It's we had a couple of them with a person who had common sense okay so they may not have even been to college but that team and I think what Ray said and I reflected it in sports very quickly . I grew up in Los Angeles and watched the Lakers. Losing every year to the Celtics is very disappointing, although the Lakers at the time had perhaps better players, but Boston was a better team. Then I went to graduate school in Philadelphia and watched Philadelphia, which had better players. Wilt Chamberlain lost to Boston and I think Ray is telling them that they found a very successful formula to build a team and in the end the team usually wins over a rightindividual I want to switch to two more areas today as we think about the jobs of the future in technology that has operated in a financial industry where when I went to Wall Street in 68 9 Flat fees if you bought a million dollars worth of stocks you had to pay a 1 percent commission so transaction costs were high ten thousand dollars if you bought t thousand if you buy a thousand shares they say amazon if you can't negotiate a better deal loyalty will do it for you for three dollars and fifty cents or Schwab.
I have commented to both of them that this was the competition between AT&T and MCI in the 1980s and I went to the MCA board meeting and said why don't they just go down to zero if everything they offered is worthless and it's just the price when we go down to zero, but we can imagine what happened to two transaction costs today. 60% of assets are now indexed or based on some kind of technology that is assembled. exists and you take algorithms and so we're in a world where you're either going to be writing code and writing algorithms or you're going to be displaced and lose your job because of those algorithms that you know about in the next 20 years or so it's probably something like 40% of all jobs are lost or certainly threatened and that's just the reality and I think the education of speaking knowing how to code is like being literate so we're in a situation where you know it's fantastic and it's terrible depending on where you are right is leverage fantastic so i would say for all of you as it has been for me if you put someone who knows how to write code next to you and then you think every time you make a decision what Am I my criteria to take that? make a decision and you slow down and write them that's why I wrote these principles and then there's economics you could turn those principles that are in words into equations so that data can come in and do and operate in parallel with you and that's a that you have to do that's a phenomenon that to be competitive you need to, so I think that's what the future looks like, I think that's where we're headed and it's fantastic in many ways, but behind it of course is the shot.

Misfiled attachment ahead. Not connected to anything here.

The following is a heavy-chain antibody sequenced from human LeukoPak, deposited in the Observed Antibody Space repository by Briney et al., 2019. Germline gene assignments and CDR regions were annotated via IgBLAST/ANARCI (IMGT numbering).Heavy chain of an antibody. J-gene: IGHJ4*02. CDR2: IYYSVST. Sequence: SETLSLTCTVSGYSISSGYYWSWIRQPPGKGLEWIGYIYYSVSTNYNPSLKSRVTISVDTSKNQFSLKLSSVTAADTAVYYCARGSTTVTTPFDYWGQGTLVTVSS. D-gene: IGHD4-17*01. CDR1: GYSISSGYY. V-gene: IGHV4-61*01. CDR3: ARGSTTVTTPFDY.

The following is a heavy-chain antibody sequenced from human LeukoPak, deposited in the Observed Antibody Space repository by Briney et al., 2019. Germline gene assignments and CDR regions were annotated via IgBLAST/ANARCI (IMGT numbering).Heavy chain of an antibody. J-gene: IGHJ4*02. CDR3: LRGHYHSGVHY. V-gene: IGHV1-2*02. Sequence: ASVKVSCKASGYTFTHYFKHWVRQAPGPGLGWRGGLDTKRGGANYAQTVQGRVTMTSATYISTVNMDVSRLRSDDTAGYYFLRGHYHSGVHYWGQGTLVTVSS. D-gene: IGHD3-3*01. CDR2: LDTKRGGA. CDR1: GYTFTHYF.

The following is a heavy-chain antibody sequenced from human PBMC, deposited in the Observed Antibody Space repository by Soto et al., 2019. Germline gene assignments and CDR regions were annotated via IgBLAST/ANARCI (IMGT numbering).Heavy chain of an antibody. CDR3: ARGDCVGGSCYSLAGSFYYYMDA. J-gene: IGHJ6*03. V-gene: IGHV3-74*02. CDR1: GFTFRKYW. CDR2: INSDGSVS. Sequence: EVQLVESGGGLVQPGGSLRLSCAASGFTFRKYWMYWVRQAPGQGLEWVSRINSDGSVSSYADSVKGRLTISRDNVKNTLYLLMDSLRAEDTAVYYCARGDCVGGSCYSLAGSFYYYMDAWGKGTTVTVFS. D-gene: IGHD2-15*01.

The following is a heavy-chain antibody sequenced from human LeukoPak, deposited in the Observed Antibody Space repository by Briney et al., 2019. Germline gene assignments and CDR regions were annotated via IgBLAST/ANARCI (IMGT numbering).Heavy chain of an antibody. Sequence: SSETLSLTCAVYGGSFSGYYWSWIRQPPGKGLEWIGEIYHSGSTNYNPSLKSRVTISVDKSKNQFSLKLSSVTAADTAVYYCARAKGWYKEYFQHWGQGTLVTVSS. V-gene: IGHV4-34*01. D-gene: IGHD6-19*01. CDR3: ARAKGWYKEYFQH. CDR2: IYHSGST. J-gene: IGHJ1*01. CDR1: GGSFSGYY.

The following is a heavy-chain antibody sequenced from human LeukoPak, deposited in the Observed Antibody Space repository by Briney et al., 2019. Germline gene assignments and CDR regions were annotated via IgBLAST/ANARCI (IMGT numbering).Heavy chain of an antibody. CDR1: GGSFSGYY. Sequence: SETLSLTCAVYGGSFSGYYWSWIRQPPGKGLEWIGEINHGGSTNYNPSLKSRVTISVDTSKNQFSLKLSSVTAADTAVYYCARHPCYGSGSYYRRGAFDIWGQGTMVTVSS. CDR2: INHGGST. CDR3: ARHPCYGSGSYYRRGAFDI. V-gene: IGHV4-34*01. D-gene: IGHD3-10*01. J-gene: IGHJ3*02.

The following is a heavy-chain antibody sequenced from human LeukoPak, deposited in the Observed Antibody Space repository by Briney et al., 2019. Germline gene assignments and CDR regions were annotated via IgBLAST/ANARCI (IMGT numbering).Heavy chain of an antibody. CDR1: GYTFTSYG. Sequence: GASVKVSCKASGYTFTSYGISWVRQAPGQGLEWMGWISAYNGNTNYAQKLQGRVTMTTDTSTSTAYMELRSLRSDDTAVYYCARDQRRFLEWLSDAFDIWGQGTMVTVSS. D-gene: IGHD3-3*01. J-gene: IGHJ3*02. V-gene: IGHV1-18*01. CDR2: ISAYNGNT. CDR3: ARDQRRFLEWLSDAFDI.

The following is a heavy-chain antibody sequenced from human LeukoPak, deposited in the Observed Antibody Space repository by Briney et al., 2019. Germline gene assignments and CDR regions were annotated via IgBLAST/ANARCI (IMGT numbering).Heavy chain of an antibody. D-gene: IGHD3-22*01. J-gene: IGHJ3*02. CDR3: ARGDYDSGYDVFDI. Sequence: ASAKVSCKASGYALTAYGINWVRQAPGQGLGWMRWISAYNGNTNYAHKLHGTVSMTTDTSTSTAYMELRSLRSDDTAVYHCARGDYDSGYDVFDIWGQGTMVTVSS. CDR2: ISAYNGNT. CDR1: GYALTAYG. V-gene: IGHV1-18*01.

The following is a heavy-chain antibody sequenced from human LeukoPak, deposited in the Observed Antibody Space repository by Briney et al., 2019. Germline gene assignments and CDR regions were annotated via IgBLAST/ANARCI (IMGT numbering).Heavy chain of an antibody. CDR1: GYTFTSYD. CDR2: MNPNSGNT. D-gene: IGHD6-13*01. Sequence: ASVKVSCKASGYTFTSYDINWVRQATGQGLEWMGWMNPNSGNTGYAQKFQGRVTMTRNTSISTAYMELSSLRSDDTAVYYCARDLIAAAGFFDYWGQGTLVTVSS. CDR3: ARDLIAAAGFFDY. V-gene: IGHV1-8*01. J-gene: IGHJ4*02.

The truth is that it generates an income and an opportunity and that generates a lot of people who are then left behind and we have to deal with that problem, that problem, yes, I'm not scolding the way it works, it's our investment processes, which are Our thinking. expressed in algorithms they work in parallel with my individual decision making so it's like trading with the computer chess game in other words I have a computer chess or maybe I think of it as a GPS this GPS is giving instructions and I am making my decisions. in parallel and then, because it's a big association, I can tell if there's a difference in our decision, why is there that difference between what the computers tell me to do and what I would say? let's say if the community algorithm is missing something or I'm missing something most of the time I'm missing something because what the computer can do is process a lot more information you could do it a lot faster and a lot less emotionally but you can There's going to be times where I see something that's not right there and I can take that and then turn it into a modification to improve computer decision making, so the parallel and you are you.
We are in a world in which that parallel is the future and many things do not even need to have that parallel thinking if, depending on the nature of the decision, because it could be done, done mechanically, that is what emerges today and that is the way it is. the future so well when I went to Wall Street, one of the first surprises I had was that what you'd think was the owner and management profit curve didn't necessarily overlap, so I was constantly focused on those companies where that the manager would consider himself an owner and many companies where the owner was divorced, let's call him a shareholder, the manager focused on the managers utility curve first on what was best for them and then second , perhaps in the current company.
Private equity has changed dramatically and our funding of this started in the '70s, so we've brought down almost 50% of the shares that were trading for small and medium sized companies. Today there is less than there was 20 years ago. Private equity today has significant social responsibilities and that controls many more companies than are listed today are deploying leverage and other forms of capital structure to generate higher rates of return from that standpoint, but what's the point of Since private equity controls more companies that are listed on the New York Stock Exchange or Nasdaq today, how does this affect your thinking and money management?